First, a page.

1328 Tasting Notes
Forgive me, Steepsterites, but I must vent and I know you lot will understand.
My father doesn’t like tea. At all. He feels about tea the same way I feel about beer, i.e. NOPE! Blech! Spitty! My mother enjoys the occasional cup of tea, though, but wants it to be as convenient as possible, so preferably bagged stuff. Recently she has been very fond of Lady Grey from Twinings.
So my father writes me an email saying could I help him find something like that, only maybe a better quality than the Twinings bags and such and such is the budget. Sure, I do some research. Twinings, imo, isn’t actually the worst bag out there, but even so the next step up is loose. And if we’re going for loose, we might as well go that little bit further. So I trawl through AC Perchs’ website and finds a couple that sound to me like they might be similar and I trawl through Carstensens (another large Danish shop, but I have never used them much for no other reason than sort of forgetting they’re there) and find things that are similar.
And I put all these findings in a very long email, which has links to both websites, price per 100 g of each and price of shipping. Plus information that these are loose, not available as bagged, and he should make sure to also get a box of those filter bags to go with or a brew basket or similar for her cup. Also point out that if he wants the tea tinned, he must buy a tin separately. All of which is available for purchase at both websites.
The reply I get doesn’t actually say ‘tl;dr’, but it might as well have. It then becomes further obvious that he didn’t read it all when he says it must be bagged, because otherwise she’ll just never get around to drinking it because it’s too much of a hassle. Clearly he didn’t get to the bit with the filter bags or the brew basket which can just be whacked in the dishwasher afterwards. Then the initial question once again, now posed in a mansplain-y way as though I was five, but with the added strong hint that he would like me to order it for him. Oh, and if necessary could add such and such to the budget.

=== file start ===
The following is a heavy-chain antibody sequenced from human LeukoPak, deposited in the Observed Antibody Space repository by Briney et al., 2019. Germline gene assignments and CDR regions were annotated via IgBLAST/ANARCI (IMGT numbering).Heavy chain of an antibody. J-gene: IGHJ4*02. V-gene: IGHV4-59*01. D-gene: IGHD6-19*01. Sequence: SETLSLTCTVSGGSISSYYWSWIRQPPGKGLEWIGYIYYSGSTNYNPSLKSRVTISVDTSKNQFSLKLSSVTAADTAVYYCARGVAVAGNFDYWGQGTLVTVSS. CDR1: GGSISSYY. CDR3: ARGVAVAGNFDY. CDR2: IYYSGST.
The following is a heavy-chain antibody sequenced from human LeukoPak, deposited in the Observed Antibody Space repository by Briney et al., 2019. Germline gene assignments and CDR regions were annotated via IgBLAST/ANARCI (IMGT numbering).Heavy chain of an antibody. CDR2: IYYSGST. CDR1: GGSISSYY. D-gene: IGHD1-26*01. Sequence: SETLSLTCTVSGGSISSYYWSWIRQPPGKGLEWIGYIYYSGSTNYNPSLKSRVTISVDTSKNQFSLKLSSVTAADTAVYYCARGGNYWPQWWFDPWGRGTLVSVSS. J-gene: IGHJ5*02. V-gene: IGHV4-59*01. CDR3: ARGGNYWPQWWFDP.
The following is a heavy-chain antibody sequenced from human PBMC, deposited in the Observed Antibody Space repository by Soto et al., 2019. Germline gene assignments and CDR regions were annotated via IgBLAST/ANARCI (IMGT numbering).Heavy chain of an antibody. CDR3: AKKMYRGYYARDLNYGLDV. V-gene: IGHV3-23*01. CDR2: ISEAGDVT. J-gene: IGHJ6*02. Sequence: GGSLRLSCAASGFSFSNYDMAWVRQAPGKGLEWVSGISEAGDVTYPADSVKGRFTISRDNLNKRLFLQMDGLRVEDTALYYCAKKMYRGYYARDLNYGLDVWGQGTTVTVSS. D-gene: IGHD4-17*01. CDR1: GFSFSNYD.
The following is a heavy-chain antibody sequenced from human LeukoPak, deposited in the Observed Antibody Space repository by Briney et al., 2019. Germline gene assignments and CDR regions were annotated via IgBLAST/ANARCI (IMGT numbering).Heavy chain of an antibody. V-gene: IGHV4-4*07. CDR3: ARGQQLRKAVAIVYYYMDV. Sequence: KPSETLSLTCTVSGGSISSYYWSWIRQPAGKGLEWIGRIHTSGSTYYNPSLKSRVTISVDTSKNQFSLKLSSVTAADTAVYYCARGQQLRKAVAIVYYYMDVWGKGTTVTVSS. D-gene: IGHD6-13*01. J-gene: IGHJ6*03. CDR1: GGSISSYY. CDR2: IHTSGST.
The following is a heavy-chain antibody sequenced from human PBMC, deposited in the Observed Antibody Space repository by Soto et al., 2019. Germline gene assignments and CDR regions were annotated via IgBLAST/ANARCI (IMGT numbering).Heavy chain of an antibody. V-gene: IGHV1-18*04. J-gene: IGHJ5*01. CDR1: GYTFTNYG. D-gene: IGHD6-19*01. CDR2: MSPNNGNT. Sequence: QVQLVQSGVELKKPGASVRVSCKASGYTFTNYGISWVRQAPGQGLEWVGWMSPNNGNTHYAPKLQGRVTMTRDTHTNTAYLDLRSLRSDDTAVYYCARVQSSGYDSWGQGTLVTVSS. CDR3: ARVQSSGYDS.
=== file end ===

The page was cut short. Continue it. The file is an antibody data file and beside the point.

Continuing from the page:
So I got rather irritated and waited until the next day to reply, in which I had to explain that using a filter bag was no different from making coffee (which is somehow not a hassle. Seriously, spoon leaves into bag or spoon coffee into filter and toss the lot after use, what’s the flipping difference?). Also explained that while sachets do exist, they are not something one can count on, and throwing more money at something will not make it magically exist. Refrained from pointing out that what he was actually asking was similar to wanting a high quality whisky but preferably pre-mixed with cola in the bottle. Husband’s analogy, that one. Also pointed out that I had done my research based on the criteria I had been given.
Reply was, ‘yes, yes, yes, yes, I surrender.’ And THEN the initial question again now posed as though I was three, complete with ‘I don’t know anything about it other than I don’t like it.’ Then he remembered that I had once brought some sachets up for her years ago and could we get some of that again. Oh, and still including the strong hint of the never actually asked question, ’can’t you just order it for me?’
I still refuse to take the bait, because I know he’s not actually that helpless, so I link him directly to the sachets that ACP sell, tell him which two it was that I had bought then, and a few others which are also black tea (my mum’s not really that adventurous, so didn’t want him to get her some green or white blend that she wouldn’t know what to do with). At the same time, I’m thinking that not only did he not bother with reading the initial reply, he also didn’t bother with the links, because if he had clicked on the ACP link, for example, he would have seen a very large bit of the menu that said ‘tea bags’ on it. Also hoping that the direct link will serve as a strong hint that he’s not so helpless he can’t do his own damn Christmas shopping.